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02.02.2011 | Maxim Shcherbatyuk

Draft Labour Code: small business and employees’ rights

   

The draft Labour Code proposes a number of new elements in regulating the work of employees in a small business. A special category is introduced of “small enterprises” (up to 20 members of staff) with special conditions of regulation.

These conditions are much less favourable than those for other employees.

For example, the Code envisages that employees at those enterprises shall be given at least 2 weeks notice of dismissal (Article 303 § 2). The same article (§ 1) envisages a two week timeframe for notification of change in important conditions of the contract of employment. Changes in pay must be notified a month in advance.  According to present legislation, the period is 2 months. The draft Labour Code is effectively, therefore, imposing discriminatory conditions of work depending on the place of employment.

Some norms in the draft give owners of small enterprises more power over their staff.  Article 301 § 1 states that they singlehandedly approve the internal labour regulations.  According to Article 142 § 1 of the Code of Labour Laws, these regulations are approved by the staff and the trade union at the employer’s submission.  A small business employer will also have the right to independently establish the work regime with this envisaging work on ordinary weekends, public and religious holidays (Article 233). These worsen the position of those working in small businesses as compared with current legislation.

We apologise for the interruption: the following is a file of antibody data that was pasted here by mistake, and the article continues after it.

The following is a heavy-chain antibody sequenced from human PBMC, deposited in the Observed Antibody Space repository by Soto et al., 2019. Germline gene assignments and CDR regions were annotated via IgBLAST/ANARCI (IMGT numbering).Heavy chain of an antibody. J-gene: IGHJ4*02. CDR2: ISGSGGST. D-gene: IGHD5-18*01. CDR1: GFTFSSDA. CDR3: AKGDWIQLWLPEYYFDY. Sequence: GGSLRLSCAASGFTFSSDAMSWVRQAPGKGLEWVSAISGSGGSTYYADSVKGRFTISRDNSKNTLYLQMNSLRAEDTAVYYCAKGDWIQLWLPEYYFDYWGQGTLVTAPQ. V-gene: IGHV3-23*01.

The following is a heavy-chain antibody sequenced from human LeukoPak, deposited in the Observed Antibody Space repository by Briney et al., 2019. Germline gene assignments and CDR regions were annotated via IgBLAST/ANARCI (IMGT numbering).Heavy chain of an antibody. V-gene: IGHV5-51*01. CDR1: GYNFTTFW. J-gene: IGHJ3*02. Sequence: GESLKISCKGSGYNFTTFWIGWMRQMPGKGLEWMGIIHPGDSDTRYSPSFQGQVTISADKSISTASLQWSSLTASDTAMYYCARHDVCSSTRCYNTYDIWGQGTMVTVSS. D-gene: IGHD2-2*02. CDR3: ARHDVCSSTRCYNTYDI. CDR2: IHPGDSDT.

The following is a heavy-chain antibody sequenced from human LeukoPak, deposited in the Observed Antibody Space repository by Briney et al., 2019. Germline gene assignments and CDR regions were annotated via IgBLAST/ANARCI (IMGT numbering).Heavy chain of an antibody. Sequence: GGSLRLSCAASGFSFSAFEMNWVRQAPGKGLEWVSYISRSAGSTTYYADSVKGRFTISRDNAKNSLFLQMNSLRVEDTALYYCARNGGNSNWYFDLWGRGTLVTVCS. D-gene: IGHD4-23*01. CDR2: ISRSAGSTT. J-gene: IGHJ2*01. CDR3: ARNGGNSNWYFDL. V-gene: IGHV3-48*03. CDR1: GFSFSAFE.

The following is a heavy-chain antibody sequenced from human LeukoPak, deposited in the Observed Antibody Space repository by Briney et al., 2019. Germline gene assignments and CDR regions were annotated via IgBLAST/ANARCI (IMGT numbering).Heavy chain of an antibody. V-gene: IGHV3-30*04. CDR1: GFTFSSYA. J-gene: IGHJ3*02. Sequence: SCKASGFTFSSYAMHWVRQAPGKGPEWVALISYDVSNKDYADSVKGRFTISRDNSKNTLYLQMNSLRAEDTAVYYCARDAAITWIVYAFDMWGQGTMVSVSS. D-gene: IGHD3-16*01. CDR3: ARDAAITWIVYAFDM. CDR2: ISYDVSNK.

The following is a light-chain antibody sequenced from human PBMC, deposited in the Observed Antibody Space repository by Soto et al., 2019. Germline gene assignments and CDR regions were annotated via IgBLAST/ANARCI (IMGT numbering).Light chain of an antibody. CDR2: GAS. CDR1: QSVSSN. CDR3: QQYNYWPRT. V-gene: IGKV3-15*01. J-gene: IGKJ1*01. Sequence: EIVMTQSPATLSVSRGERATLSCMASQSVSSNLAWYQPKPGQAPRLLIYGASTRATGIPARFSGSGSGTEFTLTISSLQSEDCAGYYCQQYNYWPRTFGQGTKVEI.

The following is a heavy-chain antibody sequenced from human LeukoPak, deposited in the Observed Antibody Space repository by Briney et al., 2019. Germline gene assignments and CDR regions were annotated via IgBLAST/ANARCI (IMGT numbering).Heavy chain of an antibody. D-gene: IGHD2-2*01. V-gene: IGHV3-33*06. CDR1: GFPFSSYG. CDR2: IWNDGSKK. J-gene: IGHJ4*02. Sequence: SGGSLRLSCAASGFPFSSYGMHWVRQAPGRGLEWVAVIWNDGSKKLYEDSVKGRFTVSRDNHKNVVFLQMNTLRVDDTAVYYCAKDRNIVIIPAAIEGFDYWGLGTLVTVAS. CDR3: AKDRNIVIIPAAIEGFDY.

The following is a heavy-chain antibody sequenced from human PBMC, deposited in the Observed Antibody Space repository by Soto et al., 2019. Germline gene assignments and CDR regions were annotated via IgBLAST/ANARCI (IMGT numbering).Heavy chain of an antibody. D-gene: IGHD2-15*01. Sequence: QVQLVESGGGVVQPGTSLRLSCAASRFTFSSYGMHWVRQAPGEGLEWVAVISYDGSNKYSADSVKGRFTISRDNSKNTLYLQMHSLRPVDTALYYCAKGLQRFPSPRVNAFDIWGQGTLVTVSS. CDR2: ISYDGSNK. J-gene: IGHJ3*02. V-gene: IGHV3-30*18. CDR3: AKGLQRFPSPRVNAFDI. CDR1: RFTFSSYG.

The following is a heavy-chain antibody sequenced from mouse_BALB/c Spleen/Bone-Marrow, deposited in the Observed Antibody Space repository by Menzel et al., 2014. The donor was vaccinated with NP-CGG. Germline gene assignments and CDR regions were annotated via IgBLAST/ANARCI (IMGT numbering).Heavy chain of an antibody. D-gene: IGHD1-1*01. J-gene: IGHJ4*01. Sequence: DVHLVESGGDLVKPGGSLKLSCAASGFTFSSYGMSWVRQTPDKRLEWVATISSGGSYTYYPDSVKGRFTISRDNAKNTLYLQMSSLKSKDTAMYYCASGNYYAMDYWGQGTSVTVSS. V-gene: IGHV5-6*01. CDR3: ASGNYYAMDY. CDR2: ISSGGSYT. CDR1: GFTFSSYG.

Some provisions clash with current laws.  There is no requirement regarding employment of people needing social protection, nor the disabled (Article 302 § 1).  At present employers are obliged to provide special places for the disabled at businesses employing at least 8 people. Article 19 of the Law on the Fundamental Principles of Social Protection of the Disabled in Ukraine obliges employers with less than 8 members of staff to create at least one job for a person with disabilities.

The “special” conditions threaten yet another category of employees in need of social protection, that being minors. The draft Labour Code allows the dismissal of underage employees of small enterprises without the agreement of the Service on Children’s Affairs (Article 303 § 4).

The justification provided for the above-mentioned changes is that in such working places contractual relations between employees and the management will have more weight.  It is also asserted that the removal of a number of social obligations will simplify the procedure for managing a firm and stimulate small business. However it would seem that in the given case the principles of State policy in the sphere of business enterprise unwarrantedly dominate over the principles of protection of labour rights. This could lead to a reduction in the scope of rights and the level of protection of those employees.

Such norms are therefore unlikely to fulfil the aims which the government avows, particularly given that there are no guarantees regarding employer integrity.

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